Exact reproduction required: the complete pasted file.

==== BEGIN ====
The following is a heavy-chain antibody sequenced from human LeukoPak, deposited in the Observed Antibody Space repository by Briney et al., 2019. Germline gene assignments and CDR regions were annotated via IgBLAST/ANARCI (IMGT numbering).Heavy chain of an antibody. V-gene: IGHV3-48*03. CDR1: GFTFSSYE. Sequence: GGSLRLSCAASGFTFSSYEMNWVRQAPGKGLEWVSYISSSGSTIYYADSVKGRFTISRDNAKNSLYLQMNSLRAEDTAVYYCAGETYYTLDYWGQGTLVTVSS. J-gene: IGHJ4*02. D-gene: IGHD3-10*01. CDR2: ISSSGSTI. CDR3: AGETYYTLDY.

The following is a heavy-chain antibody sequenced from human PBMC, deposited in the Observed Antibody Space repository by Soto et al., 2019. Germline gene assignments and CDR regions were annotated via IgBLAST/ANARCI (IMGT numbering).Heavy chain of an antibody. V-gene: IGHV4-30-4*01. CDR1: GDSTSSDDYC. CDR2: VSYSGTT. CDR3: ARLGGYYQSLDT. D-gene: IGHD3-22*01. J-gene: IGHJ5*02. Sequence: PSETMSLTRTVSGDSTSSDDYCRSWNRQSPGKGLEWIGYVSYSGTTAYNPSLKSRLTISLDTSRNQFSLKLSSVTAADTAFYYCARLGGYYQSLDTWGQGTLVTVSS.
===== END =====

The following is a heavy-chain antibody sequenced from human LeukoPak, deposited in the Observed Antibody Space repository by Briney et al., 2019. Germline gene assignments and CDR regions were annotated via IgBLAST/ANARCI (IMGT numbering).Heavy chain of an antibody. V-gene: IGHV3-48*03. CDR1: GFTFSSYE. Sequence: GGSLRLSCAASGFTFSSYEMNWVRQAPGKGLEWVSYISSSGSTIYYADSVKGRFTISRDNAKNSLYLQMNSLRAEDTAVYYCAGETYYTLDYWGQGTLVTVSS. J-gene: IGHJ4*02. D-gene: IGHD3-10*01. CDR2: ISSSGSTI. CDR3: AGETYYTLDY.

The following is a heavy-chain antibody sequenced from human PBMC, deposited in the Observed Antibody Space repository by Soto et al., 2019. Germline gene assignments and CDR regions were annotated via IgBLAST/ANARCI (IMGT numbering).Heavy chain of an antibody. V-gene: IGHV4-30-4*01. CDR1: GDSTSSDDYC. CDR2: VSYSGTT. CDR3: ARLGGYYQSLDT. D-gene: IGHD3-22*01. J-gene: IGHJ5*02. Sequence: PSETMSLTRTVSGDSTSSDDYCRSWNRQSPGKGLEWIGYVSYSGTTAYNPSLKSRLTISLDTSRNQFSLKLSSVTAADTAFYYCARLGGYYQSLDTWGQGTLVTVSS.